How do I get JupyterNotebook to support multiple programming languages?

Not happy that Jupyter Notebook only has a Python 2 environment, and planning to make it support Python 3 with R? No problem, this article helps you make that happen step by step.

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In the article "How to make a word cloud in Python", some sharp-eyed students noticed that when I created a new notebook in Jupyter Notebook, there were multiple options in the menu.

This means that I can just create new notebooks that support Python 2, Python 3, and even R.

But when you install Anaconda yourself, the option to create a new notebook is this.

You may immediately think it's unfair - why do I have so few options here? I'd like to get my Jupyter Notebook to support all 3 of these different programming environments at the same time, too!

In fact, Jupyter Notebook can support much more than just a few programming languages. The chart below is just a non-exhaustive list.

To see the full list, visit How to make a word cloud in Python .

In this article we will only discuss how to get Jupyter Notebook to support two programming languages, Python 3 and R. If you're a beginner, I'd recommend getting proficient with Python 2 before trying to migrate to Python 3. As for R, there are also excellent integrated development environments such as RStudio readily available.

Of course, if you're a hobbyist tosser, you're welcome to try following the steps in this article.

Python 3

First you need to save the entire contents of the current Jupyter Notebook and then switch to the Terminal or Command Prompt.

If the Jupyter Notebook was running before as shown, then follow the prompts and type the Control and C keys to exit the running Jupyter Notebook.

After that, type the command.

pip3 install ipykernel
python3 -m ipykernel install

Then, start Jupyter Notebook again

jupyter notebook

This time the menu for the new notebook will look like this.

Well, the programming environment for Python 3 in Jupyter Notebook is installed.

We can create a new Python 3 notebook and enter the following command.

print "abc"

If you are already familiar with Python 2, you should decide that the first statement outputs 0 (because both the divisor and the divisor are integers), and the second statement prints the string "abc".

In the Python 3 environment, however, the output looks like this.

If you also get this output, then congratulations, your Python 3 environment installation has completed successfully.


R is a very popular programming language for statistics majors. Although it was not originally designed to be a common language, because many statistical experts speak it as a native language, this group hates R in everything they do.

Over time, R has become ridiculously versatile. You write hundreds of lines of statements in C or Java, and when you get to R it's probably the same as using a calculator, a few lines of code. If you plan to use R well, be sure to learn how to find more efficient packages that will get you twice as much work.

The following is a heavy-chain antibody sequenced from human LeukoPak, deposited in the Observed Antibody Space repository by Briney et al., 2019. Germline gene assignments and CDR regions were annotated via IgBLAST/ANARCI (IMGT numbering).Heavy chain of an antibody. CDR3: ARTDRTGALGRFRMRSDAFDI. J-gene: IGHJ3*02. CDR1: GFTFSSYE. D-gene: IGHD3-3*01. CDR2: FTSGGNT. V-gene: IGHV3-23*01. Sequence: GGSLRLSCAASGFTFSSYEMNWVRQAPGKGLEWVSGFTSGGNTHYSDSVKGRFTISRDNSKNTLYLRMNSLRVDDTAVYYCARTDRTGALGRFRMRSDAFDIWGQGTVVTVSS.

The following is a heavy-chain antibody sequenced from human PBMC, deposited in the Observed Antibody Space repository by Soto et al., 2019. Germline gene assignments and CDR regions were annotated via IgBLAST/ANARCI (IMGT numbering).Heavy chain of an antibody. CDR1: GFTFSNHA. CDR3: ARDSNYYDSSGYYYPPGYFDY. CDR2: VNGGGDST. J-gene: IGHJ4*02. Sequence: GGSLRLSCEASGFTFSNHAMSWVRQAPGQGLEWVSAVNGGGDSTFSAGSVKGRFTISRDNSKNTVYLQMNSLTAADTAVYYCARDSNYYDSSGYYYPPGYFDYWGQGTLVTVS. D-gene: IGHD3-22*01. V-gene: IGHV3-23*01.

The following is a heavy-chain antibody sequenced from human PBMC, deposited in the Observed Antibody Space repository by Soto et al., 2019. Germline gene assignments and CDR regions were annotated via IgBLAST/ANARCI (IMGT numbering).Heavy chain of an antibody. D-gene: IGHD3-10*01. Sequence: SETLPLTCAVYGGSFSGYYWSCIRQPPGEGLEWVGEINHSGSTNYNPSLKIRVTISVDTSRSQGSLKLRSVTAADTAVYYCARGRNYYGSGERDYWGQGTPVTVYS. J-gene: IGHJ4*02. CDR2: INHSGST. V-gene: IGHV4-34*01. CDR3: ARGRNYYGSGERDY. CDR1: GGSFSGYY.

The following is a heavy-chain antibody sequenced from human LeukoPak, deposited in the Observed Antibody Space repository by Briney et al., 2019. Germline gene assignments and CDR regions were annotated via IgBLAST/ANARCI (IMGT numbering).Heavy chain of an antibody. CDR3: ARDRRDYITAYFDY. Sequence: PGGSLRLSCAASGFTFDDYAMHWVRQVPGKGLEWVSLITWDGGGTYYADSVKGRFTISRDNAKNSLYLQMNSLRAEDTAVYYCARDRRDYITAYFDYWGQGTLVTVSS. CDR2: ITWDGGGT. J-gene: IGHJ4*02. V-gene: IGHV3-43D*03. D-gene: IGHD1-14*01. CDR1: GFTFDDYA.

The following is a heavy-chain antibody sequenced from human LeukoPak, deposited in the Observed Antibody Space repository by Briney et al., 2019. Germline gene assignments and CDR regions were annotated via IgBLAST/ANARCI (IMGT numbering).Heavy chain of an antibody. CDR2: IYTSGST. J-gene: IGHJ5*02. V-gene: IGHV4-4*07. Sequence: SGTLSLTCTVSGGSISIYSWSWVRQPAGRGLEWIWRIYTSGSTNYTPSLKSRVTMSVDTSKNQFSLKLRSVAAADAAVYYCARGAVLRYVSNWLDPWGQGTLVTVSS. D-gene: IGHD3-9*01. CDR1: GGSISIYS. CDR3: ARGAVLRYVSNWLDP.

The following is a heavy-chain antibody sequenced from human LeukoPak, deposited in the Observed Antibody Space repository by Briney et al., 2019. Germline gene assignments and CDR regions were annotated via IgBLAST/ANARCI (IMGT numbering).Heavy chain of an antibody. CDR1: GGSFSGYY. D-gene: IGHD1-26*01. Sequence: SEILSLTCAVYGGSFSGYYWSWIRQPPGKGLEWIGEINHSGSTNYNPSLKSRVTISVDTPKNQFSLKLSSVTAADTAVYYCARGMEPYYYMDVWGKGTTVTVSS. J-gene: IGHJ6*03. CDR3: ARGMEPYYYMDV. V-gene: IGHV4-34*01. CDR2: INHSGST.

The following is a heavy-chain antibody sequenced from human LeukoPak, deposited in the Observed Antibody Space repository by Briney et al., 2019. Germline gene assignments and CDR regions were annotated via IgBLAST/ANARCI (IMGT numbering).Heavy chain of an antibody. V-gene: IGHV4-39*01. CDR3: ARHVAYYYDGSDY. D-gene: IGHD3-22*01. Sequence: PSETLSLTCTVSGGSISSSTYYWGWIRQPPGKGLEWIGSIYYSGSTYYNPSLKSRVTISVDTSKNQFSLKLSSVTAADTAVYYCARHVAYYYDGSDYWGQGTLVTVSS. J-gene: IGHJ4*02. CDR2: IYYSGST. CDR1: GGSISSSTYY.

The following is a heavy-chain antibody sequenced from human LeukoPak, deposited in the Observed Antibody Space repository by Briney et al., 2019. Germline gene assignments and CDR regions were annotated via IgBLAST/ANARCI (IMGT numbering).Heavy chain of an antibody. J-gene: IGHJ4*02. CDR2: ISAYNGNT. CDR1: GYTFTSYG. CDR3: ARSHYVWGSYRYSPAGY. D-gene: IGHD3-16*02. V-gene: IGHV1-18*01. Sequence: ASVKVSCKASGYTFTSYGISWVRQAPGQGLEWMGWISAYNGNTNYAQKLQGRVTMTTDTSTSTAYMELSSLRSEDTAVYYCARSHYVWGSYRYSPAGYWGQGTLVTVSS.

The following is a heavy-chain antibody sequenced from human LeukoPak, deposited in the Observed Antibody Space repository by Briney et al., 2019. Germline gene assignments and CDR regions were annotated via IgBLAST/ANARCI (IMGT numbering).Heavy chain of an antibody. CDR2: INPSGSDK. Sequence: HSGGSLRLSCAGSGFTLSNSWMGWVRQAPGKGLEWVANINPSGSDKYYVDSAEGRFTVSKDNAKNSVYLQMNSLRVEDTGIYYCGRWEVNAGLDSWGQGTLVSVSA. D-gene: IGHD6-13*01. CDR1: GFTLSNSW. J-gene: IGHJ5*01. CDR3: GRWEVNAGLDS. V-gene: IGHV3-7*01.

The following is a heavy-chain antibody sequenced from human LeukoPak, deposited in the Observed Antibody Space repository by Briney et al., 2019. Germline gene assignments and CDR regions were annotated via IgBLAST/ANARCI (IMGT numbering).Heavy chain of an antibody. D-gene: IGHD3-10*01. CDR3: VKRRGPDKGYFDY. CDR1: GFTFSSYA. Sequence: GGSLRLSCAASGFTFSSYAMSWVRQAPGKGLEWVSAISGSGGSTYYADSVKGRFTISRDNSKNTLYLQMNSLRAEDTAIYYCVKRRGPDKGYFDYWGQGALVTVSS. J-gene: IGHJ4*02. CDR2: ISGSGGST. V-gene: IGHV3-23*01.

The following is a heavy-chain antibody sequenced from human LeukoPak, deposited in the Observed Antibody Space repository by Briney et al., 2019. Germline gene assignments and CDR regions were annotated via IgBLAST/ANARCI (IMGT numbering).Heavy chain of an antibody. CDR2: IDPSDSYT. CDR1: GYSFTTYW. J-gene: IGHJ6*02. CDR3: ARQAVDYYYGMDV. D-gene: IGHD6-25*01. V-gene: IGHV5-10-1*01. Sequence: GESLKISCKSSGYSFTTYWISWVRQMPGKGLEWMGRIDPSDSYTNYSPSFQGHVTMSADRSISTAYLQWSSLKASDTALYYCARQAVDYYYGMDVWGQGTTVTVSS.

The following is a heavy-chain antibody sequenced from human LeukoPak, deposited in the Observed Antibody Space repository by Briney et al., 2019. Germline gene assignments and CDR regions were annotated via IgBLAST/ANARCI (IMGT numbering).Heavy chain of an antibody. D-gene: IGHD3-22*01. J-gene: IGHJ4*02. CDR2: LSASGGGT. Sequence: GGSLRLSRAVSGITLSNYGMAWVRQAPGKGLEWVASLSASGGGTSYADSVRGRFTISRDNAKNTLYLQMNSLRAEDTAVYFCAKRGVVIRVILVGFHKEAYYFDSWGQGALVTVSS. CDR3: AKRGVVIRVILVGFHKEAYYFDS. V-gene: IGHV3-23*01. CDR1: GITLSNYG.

If you don't already have R installed, go to How to make a word cloud with Python to choose a suitable download image. The links are listed inside the list by country region.

I usually choose the first option in the China section, which is the mirror of Tsinghua University. Once you click on the link to enter, you will see a page like this.

Depending on your system type, select the corresponding version from the different download links on the right for Linux, OS X and Windows, and follow the prompts to install it. It is recommended to use the default settings.

After installing R language, we install R language support in Jupyter Notebook.

First you still need to save the entire contents of the current Jupyter Notebook, and then switch to Terminal or Command Prompt.

Follow the prompts and type the Control and C keys to exit a running Jupyter Notebook. After that, type the command.


You'll see hints like this.

Just this.“>” Under the prompt, Enter the following statement:


R will prompt you to select the appropriate mirror.

Find the one with the word "China" in it. The only mirror from China in the list here is the Lanzhou University server.

Then continue with.


Okay, in order to exit the R environment, we type.


Now, we're back under the terminal and execute

jupyter notebook

This time, we'll create a new notebook again, and we'll have an additional option like R.

Let's try it out and see if it works well.

Create a new R notebook. Name it whatever you want, I call it "test-r" here.

Then type the following statement and press "Shift+Enter" to execute it.

ggplot(data = mtcars, aes(x = wt, y = mpg, color = cyl)) + geom_point() +
 geom_smooth(method="lm") +
 labs(main="Regression of MPG on Weight",
 xlab="Weight", ylab="Miles per Gallon")

If you see the results running as shown, it proves that everything is installed correctly.

The generated image looks like this.

The R language is powerful, right? It's clean and simple enough to write, right?

At this point, Jupyter Notebook now supports Python 2, Python 3 and R correctly. Happy coding, yo!


What other good Python & R development environments do you know besides Jupyter Notebook? What are their features compared to Jupyter Notebook? In the field of data science, which do you think is more promising, Python or R? Feel free to leave a comment and share your experience with the group and we'll share and discuss.

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